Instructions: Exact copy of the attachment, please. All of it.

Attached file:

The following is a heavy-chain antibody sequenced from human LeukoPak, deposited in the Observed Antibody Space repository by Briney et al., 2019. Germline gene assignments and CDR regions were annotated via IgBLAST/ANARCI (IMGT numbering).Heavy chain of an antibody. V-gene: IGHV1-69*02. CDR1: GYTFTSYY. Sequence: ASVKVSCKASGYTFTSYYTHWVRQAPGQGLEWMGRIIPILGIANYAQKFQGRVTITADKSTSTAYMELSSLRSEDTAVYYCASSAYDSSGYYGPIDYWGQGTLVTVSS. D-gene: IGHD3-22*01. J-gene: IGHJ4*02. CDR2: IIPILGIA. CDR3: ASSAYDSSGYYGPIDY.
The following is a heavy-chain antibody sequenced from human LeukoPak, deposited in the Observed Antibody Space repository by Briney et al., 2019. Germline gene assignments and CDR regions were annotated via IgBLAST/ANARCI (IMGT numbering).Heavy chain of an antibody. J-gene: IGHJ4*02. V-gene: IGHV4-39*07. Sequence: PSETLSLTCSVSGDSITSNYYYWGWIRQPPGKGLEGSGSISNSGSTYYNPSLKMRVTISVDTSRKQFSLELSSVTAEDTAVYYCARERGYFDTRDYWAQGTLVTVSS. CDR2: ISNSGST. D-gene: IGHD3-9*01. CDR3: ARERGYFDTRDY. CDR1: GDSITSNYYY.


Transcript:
The following is a heavy-chain antibody sequenced from human LeukoPak, deposited in the Observed Antibody Space repository by Briney et al., 2019. Germline gene assignments and CDR regions were annotated via IgBLAST/ANARCI (IMGT numbering).Heavy chain of an antibody. V-gene: IGHV1-69*02. CDR1: GYTFTSYY. Sequence: ASVKVSCKASGYTFTSYYTHWVRQAPGQGLEWMGRIIPILGIANYAQKFQGRVTITADKSTSTAYMELSSLRSEDTAVYYCASSAYDSSGYYGPIDYWGQGTLVTVSS. D-gene: IGHD3-22*01. J-gene: IGHJ4*02. CDR2: IIPILGIA. CDR3: ASSAYDSSGYYGPIDY.
The following is a heavy-chain antibody sequenced from human LeukoPak, deposited in the Observed Antibody Space repository by Briney et al., 2019. Germline gene assignments and CDR regions were annotated via IgBLAST/ANARCI (IMGT numbering).Heavy chain of an antibody. J-gene: IGHJ4*02. V-gene: IGHV4-39*07. Sequence: PSETLSLTCSVSGDSITSNYYYWGWIRQPPGKGLEGSGSISNSGSTYYNPSLKMRVTISVDTSRKQFSLELSSVTAEDTAVYYCARERGYFDTRDYWAQGTLVTVSS. CDR2: ISNSGST. D-gene: IGHD3-9*01. CDR3: ARERGYFDTRDY. CDR1: GDSITSNYYY.